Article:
Highlighting uses, dosage, how to take and discontinue


Asendin’s Side Effects, Warnings, etc. >>

Brand & Generic Names; Drug Classes

US brand name: Asendin
Generic name: amoxapine

Drug Class(es)

Primary drug class: Antidepressants
Additional drug class(es): Antipsychotics, Tricyclic & Tetracyclic Antidepressants

Approved & Off-Label Uses (Indications)

Asendin’s US FDA Approved Treatment(s)

Neurotic or reactive depressive disorders

Uses Approved Overseas but not in the US

Endogenous and psychotic depressions

Off-Label Uses of Asendin

Schizophrenia (One of numerous studies on this use)

When & If Asendin Will Work

Asendin’s Usual Onset of Action (when it starts working)

One to two weeks. Tetracyclics are fast. You’ll feel something within a couple of days.

Likelihood of Working

Taking and Discontinuing

How to Take Asendin

The initial dose is 50mg two to three times daily. After two to three weeks that may be increased to 100mg two to three times daily. Presuming this stuff works, the maintenance dose of 200–300mg may then be taken all at once at bedtime, but anything above 300mg a day needs to be split into two, or even three doses a day.

Inpatients may receive up to 600mg a day.

Given the incidence of AP-related side effects, you and your doctor should seriously discuss any increase above 200mg a day. You’d probably know by then if it’s going to be doing something positive for you.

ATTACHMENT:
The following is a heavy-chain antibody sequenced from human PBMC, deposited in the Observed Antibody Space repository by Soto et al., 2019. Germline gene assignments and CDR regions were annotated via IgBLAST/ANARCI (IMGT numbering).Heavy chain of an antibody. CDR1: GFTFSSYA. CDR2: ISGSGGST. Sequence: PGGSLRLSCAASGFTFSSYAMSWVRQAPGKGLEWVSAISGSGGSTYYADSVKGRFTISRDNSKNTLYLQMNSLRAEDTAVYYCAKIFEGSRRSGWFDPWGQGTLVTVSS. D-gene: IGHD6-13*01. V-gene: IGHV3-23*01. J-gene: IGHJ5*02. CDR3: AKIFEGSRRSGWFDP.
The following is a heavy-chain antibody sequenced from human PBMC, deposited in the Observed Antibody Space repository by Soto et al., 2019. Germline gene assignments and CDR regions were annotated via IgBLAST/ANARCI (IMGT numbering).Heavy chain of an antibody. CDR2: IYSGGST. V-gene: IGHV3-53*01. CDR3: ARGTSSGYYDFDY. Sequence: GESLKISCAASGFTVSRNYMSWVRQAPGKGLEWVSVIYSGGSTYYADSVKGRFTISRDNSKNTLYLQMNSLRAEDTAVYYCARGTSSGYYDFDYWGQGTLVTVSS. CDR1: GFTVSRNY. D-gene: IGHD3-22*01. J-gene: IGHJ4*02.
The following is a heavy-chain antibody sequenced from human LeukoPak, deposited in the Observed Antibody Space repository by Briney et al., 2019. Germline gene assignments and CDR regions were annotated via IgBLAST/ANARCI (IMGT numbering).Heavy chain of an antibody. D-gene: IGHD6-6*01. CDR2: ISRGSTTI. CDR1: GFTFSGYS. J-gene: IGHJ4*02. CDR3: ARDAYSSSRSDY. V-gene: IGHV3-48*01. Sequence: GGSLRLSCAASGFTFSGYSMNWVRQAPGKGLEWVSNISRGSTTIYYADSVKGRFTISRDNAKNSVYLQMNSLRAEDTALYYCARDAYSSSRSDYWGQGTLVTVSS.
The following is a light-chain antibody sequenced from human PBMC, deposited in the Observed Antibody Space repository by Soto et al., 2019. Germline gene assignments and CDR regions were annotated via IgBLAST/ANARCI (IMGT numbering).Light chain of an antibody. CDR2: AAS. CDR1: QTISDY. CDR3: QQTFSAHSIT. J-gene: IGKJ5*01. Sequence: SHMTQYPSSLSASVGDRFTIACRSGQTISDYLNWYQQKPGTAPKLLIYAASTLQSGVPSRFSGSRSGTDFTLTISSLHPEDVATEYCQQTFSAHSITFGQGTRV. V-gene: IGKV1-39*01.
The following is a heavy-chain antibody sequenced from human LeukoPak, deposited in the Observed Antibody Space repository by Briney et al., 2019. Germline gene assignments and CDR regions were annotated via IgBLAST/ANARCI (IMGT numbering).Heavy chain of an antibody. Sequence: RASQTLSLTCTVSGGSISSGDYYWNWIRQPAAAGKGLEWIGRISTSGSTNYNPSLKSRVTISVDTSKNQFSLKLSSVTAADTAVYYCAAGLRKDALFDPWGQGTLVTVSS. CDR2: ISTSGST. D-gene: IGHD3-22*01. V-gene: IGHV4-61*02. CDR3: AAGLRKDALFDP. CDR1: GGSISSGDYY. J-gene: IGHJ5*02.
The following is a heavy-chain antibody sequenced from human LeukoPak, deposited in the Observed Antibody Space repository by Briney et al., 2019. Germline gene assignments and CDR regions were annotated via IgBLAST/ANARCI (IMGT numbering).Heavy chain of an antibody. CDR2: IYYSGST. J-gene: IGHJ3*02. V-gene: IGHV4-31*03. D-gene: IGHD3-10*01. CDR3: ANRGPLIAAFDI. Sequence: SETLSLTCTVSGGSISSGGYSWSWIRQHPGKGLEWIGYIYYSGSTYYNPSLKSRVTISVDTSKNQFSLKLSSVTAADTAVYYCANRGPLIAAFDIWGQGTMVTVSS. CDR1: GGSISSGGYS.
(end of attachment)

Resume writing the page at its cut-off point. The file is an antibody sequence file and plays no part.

How to Stop Taking Asendin (discontinuation / withdrawal)

Tri/tetracyclics don’t have much of a discontinuation syndrome. Depending on why you need to stop taking it, reducing your dosage by 50–100mg a day each week should be relatively painless.

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Asendin’s Side Effects, Warnings, etc. >>

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Last modified on Wed, 04 May, 2016 at 16:40:49 by JerodPoorePage Author Date created Monday, 28 January 2013 at 15:05:38
“Asendin (amoxapine): Uses and Using” by Jerod Poore is copyright © 2013 Jerod Poore Published online 2013/01/28

Asendin, and all other drug names on this page and used throughout the site, are the trademarks of someone else.

will probably have the name of the manufacturer and trademark owner (they’re not always the same company) at or near the very bottom. Or ask Google who the owner is. The way pharmaceutical companies buy each other and swap products like Monopoly™ real estate, the ownership of the trademark may have changed without my noticing. It may of changed hands by the time you finished reading this article.

Page design and explanatory material by Jerod Poore, copyright © 2003 - 2016. All rights reserved. See the full copyright notice for full copyright details.
Don’t automatically believe everything you read on teh Intergoogles. No warranty is expressed or implied in this information. Consult one or more doctors and/or pharmacists before taking, or changing how you take any neurological and/or psychiatric medication. Your mileage may vary. What happened to us won’t necessarily happen to you. For more details see the Crazymeds big-ass disclaimer.

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